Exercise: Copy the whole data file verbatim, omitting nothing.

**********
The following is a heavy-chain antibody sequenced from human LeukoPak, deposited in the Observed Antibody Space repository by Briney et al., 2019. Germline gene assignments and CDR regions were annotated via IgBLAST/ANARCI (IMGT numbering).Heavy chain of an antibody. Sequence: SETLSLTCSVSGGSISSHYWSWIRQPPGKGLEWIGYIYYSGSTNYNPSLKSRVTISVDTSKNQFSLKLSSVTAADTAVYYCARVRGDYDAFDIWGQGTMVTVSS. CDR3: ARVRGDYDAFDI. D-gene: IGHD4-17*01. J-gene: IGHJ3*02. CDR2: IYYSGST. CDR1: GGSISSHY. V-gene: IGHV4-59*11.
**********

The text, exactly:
The following is a heavy-chain antibody sequenced from human LeukoPak, deposited in the Observed Antibody Space repository by Briney et al., 2019. Germline gene assignments and CDR regions were annotated via IgBLAST/ANARCI (IMGT numbering).Heavy chain of an antibody. Sequence: SETLSLTCSVSGGSISSHYWSWIRQPPGKGLEWIGYIYYSGSTNYNPSLKSRVTISVDTSKNQFSLKLSSVTAADTAVYYCARVRGDYDAFDIWGQGTMVTVSS. CDR3: ARVRGDYDAFDI. D-gene: IGHD4-17*01. J-gene: IGHJ3*02. CDR2: IYYSGST. CDR1: GGSISSHY. V-gene: IGHV4-59*11.